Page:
One of the biggest (and most obvious) pandemic changes for businesses is that so little communication is now face to face. Teams that used to be cooped up together (with all the comms benefits that implies) are now scattered to the four winds, often reliant on email, instant messaging, and texts for much of their interactions.
This makes it an excellent moment to revisit ‘good messaging etiquette’ in light of a world under COVID.
Tone of voice
In conversation, tone of voice contains part of the message, hinting at (or revealing) the feelings or motives that accompany the words. In written communication, we infer the tone, but it’s a lot easier to get it wrong. Too casual? Too brief? Too lengthy? Too dull? Too relaxed? … The perfect tone depends on the message you’re trying to convey and the person you’re conveying it to. The good news is you know your colleagues, so you’re not exactly messaging blind. Don’t tread on eggshells, but do take a moment to consider your choice of words and phrasing, and what could be read into your message, before clicking SEND. After all, we’re all living more stressful lives right now.
Beginnings & Endings
We all know first impressions count and how you start (and finish) your emails can make a difference, as shown in a May 2020 survey by online recruitment specialists Zety. When asked about the most irritating openers, 64% didn’t like “Hey there”, 57% weren’t in favour of a simple “Hey”, and at the other end of the formality scale, “To whom it may concern” was unpopular with 52% of respondents. But the least favourite (68%) was using no greeting at all. So, not too casual, not too formal. A simple “Good morning/afternoon” or just “Hello” were the most popular with 80+% approval.
For signing off, the classics “Regards” and “Best wishes” were unpopular (and let’s face, as phrases they are definitely in the category of ‘Meaningless Social Conventions’ these days). Instead, casual and friendly seems the way to go, with “Have a great day” and the straightforward “Thank you” being the most well-received.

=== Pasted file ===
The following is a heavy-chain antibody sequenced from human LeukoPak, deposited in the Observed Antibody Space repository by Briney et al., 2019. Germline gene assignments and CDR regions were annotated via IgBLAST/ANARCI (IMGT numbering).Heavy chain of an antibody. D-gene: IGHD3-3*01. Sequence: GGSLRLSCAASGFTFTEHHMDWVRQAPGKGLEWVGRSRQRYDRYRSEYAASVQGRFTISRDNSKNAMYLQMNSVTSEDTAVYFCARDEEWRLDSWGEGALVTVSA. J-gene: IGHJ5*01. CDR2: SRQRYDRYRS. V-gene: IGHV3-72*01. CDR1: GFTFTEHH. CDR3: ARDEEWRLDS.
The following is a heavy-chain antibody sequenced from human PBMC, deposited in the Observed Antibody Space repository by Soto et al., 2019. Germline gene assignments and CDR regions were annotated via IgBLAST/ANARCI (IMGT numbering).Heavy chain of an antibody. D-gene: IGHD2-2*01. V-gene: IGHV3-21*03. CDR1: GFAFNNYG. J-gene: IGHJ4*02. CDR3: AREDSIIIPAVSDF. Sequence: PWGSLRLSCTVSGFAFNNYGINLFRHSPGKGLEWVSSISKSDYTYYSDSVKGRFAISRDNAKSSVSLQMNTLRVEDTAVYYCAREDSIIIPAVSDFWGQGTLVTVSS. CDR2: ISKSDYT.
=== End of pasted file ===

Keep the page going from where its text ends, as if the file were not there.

Fewer ‘cryptic’ messages
Email may be the electronic substitute or equivalent for writing a letter, but the ‘replacement’ for conversation is more likely to be an instant messaging system, such as Slack. That’s fine but as the communication channel gets less formal, so do the messages. For some businesses, their Slack channel might read more like a Twitter thread to an outsider.
However, short or one-word contributions might work when you’re all sat together, but they don’t always fly for a distributed team that might be hundreds of miles apart. The environment is different, less ideal, and stress levels are up. Any message that you don’t immediately understand potentially becomes a stressor. It may not be much extra stress but it can add up.
So, before you send that one-word in-joke, or reply to a colleague solely in emojis, or check if someone’s available by just typing “Hey?”, take an extra second to consider your colleague before you inadvertently add to their stress.
Should you set some ground rules?
If you feel the team would benefit, absolutely. It’s important any rules be consensual, preferably communal; but if you know there are things that work (and don’t work) for you and your people, it’s often worth putting that down in writing as a guide for all.
But… having established a few rules, keep them open to early review. It’s inevitable that even if everyone sticks to the rules, there’ll be specific instances or usages that will bug people (probably stuff that never occurred to anyone during the rule-setting). These are often small details, particular words or phrases, or perhaps a question of timing (They always call me 5 minutes before I clock out!) but left unattended, they can fester. So record these little irritations in order to tackle them sooner rather than later. Think of it as bug reporting for a new piece of software… you’ve set your beta version rules and you’re inviting the whole team to identify improvements so you can launch version 2.0 as early as possible.
If you’re interested in the support available for teams during furlough, lockdown and/or the New Normal, check out our range of webinars; Or just give us a call on 01582 463463. We’re here to help.